The Ghana Cedi, according to Bloomberg is in currently in tatters, having depreciated by over GHC2 in the last week, compounding the ever-depreciating currency against major foreign currencies.
Bloomberg tracked the performance of 150 currencies in the world and the Cedi placed last in terms of performance since the beginning of the year.
“The Cedi fell 1.6% on Tuesday, August 16, extending this year’s slump to 35% and making it the world’s worst performer among 150 currencies tracked, after bankrupt Sri Lanka’s rupee,” Bloomberg said.
Within 8 months, the Cedi has come under intense exchange rate pressure due to its continuous depreciation to some major international currencies such as the Dollar, Pound and Euro.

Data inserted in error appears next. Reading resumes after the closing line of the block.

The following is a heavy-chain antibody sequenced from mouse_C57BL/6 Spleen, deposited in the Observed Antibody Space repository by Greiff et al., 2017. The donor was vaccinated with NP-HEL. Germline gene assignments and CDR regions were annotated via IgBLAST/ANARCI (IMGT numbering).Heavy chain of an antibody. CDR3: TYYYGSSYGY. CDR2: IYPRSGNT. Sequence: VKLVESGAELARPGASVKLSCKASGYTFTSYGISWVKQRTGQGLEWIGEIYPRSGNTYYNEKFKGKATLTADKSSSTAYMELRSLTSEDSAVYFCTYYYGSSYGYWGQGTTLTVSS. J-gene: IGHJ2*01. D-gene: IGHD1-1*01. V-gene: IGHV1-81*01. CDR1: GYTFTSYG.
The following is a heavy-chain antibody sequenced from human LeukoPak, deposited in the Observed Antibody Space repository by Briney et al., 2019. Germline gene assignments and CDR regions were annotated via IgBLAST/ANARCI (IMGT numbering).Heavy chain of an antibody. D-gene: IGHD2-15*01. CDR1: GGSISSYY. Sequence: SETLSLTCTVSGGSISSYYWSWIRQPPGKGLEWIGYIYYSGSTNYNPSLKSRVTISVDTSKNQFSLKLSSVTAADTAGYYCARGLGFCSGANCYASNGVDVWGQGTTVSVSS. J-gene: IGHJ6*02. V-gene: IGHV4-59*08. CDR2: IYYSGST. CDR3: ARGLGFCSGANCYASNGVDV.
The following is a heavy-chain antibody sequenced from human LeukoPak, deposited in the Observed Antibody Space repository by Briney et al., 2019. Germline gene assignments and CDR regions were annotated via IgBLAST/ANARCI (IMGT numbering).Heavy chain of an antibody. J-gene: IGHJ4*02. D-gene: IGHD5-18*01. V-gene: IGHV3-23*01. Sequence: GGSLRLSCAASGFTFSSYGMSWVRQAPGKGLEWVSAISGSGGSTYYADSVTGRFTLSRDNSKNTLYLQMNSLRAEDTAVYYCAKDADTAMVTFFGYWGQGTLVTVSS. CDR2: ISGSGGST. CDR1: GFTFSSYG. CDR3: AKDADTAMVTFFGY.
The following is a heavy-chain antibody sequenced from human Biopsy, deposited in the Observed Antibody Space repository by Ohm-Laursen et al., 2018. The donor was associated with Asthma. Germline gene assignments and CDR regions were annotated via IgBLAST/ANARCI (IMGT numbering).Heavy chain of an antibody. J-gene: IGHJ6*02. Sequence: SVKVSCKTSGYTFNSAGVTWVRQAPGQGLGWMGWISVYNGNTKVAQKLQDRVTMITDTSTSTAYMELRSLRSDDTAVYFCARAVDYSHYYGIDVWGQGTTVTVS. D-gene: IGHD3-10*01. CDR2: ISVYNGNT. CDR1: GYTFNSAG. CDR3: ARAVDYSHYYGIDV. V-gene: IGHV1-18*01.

Data from the Bank of Ghana indicate that the Cedi began the year at $1.00 to GH¢6.02. Just a month ago, one could exchange $1.00 for GH¢7.43, and in less than 20 days, traders needed an average of GH¢9.37 to buy $1.00.
This indicates that the Cedi has lost more than GH¢3.30 of its value to the dollar in less done 8 months.
Ghana’s economy is struggling to survive as inflation continues to dictate its fall. The effects of the continuous fall of the Cedi is already being felt by the ordinary Ghanaian masses.
Ratings from Fitch and S&P also saw the Ghanaian currency rating falling further to junk this month. Following the current woes of the economy, the Central Bank held an emergency Monetary Policy Committee (MPC) meeting yesterday. The BoG is expected to “review recent developments in the economy” during the meeting.
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